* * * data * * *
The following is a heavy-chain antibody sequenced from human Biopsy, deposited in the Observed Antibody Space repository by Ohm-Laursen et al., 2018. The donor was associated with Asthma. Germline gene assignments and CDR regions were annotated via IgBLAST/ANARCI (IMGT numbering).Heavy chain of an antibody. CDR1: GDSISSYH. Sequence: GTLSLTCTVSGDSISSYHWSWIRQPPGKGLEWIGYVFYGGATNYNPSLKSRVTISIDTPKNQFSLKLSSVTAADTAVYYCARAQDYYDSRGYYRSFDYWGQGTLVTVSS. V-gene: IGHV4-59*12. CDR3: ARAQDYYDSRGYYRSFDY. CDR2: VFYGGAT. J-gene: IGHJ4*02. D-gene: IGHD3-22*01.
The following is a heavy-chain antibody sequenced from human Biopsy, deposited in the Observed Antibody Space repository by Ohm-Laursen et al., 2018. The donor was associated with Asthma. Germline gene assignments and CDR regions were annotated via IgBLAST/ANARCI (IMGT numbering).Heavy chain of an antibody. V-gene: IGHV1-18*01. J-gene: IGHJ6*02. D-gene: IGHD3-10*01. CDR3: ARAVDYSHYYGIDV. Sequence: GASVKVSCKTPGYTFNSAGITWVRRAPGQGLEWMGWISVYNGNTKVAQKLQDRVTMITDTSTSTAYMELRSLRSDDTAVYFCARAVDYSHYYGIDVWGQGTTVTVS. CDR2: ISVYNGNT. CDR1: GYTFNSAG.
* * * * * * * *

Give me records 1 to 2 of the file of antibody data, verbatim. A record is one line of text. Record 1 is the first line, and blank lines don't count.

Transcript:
The following is a heavy-chain antibody sequenced from human Biopsy, deposited in the Observed Antibody Space repository by Ohm-Laursen et al., 2018. The donor was associated with Asthma. Germline gene assignments and CDR regions were annotated via IgBLAST/ANARCI (IMGT numbering).Heavy chain of an antibody. CDR1: GDSISSYH. Sequence: GTLSLTCTVSGDSISSYHWSWIRQPPGKGLEWIGYVFYGGATNYNPSLKSRVTISIDTPKNQFSLKLSSVTAADTAVYYCARAQDYYDSRGYYRSFDYWGQGTLVTVSS. V-gene: IGHV4-59*12. CDR3: ARAQDYYDSRGYYRSFDY. CDR2: VFYGGAT. J-gene: IGHJ4*02. D-gene: IGHD3-22*01.
The following is a heavy-chain antibody sequenced from human Biopsy, deposited in the Observed Antibody Space repository by Ohm-Laursen et al., 2018. The donor was associated with Asthma. Germline gene assignments and CDR regions were annotated via IgBLAST/ANARCI (IMGT numbering).Heavy chain of an antibody. V-gene: IGHV1-18*01. J-gene: IGHJ6*02. D-gene: IGHD3-10*01. CDR3: ARAVDYSHYYGIDV. Sequence: GASVKVSCKTPGYTFNSAGITWVRRAPGQGLEWMGWISVYNGNTKVAQKLQDRVTMITDTSTSTAYMELRSLRSDDTAVYFCARAVDYSHYYGIDVWGQGTTVTVS. CDR2: ISVYNGNT. CDR1: GYTFNSAG.